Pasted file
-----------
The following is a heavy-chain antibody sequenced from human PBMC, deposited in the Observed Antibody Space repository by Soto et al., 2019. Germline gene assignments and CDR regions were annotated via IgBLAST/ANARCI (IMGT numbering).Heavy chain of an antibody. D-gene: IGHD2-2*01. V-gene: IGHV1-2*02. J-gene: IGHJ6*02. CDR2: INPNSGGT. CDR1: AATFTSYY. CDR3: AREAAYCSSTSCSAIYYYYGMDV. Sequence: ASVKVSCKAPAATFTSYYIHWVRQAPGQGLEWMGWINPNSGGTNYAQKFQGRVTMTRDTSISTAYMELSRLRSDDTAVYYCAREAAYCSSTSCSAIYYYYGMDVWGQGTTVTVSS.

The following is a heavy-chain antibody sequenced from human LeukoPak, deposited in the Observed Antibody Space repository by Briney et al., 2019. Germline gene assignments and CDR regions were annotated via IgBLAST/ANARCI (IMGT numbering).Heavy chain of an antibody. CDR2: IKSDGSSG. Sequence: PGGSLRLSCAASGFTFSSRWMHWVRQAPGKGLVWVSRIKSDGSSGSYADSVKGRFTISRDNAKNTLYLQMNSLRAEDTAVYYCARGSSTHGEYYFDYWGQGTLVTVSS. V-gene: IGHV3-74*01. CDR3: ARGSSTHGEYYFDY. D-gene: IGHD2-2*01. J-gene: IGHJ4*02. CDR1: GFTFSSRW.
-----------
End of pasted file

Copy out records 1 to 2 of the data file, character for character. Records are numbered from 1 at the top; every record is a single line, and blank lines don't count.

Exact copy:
The following is a heavy-chain antibody sequenced from human PBMC, deposited in the Observed Antibody Space repository by Soto et al., 2019. Germline gene assignments and CDR regions were annotated via IgBLAST/ANARCI (IMGT numbering).Heavy chain of an antibody. D-gene: IGHD2-2*01. V-gene: IGHV1-2*02. J-gene: IGHJ6*02. CDR2: INPNSGGT. CDR1: AATFTSYY. CDR3: AREAAYCSSTSCSAIYYYYGMDV. Sequence: ASVKVSCKAPAATFTSYYIHWVRQAPGQGLEWMGWINPNSGGTNYAQKFQGRVTMTRDTSISTAYMELSRLRSDDTAVYYCAREAAYCSSTSCSAIYYYYGMDVWGQGTTVTVSS.

The following is a heavy-chain antibody sequenced from human LeukoPak, deposited in the Observed Antibody Space repository by Briney et al., 2019. Germline gene assignments and CDR regions were annotated via IgBLAST/ANARCI (IMGT numbering).Heavy chain of an antibody. CDR2: IKSDGSSG. Sequence: PGGSLRLSCAASGFTFSSRWMHWVRQAPGKGLVWVSRIKSDGSSGSYADSVKGRFTISRDNAKNTLYLQMNSLRAEDTAVYYCARGSSTHGEYYFDYWGQGTLVTVSS. V-gene: IGHV3-74*01. CDR3: ARGSSTHGEYYFDY. D-gene: IGHD2-2*01. J-gene: IGHJ4*02. CDR1: GFTFSSRW.